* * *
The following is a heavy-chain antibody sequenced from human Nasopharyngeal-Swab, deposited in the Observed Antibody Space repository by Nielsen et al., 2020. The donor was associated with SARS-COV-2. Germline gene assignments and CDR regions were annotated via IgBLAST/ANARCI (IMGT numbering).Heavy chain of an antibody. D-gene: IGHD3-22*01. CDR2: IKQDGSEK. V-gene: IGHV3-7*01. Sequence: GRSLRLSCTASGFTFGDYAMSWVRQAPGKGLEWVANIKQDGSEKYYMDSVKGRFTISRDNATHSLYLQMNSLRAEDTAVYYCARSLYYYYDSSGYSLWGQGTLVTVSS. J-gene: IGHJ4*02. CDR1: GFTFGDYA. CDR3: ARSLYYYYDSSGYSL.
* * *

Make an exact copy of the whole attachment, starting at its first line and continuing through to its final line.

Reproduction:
The following is a heavy-chain antibody sequenced from human Nasopharyngeal-Swab, deposited in the Observed Antibody Space repository by Nielsen et al., 2020. The donor was associated with SARS-COV-2. Germline gene assignments and CDR regions were annotated via IgBLAST/ANARCI (IMGT numbering).Heavy chain of an antibody. D-gene: IGHD3-22*01. CDR2: IKQDGSEK. V-gene: IGHV3-7*01. Sequence: GRSLRLSCTASGFTFGDYAMSWVRQAPGKGLEWVANIKQDGSEKYYMDSVKGRFTISRDNATHSLYLQMNSLRAEDTAVYYCARSLYYYYDSSGYSLWGQGTLVTVSS. J-gene: IGHJ4*02. CDR1: GFTFGDYA. CDR3: ARSLYYYYDSSGYSL.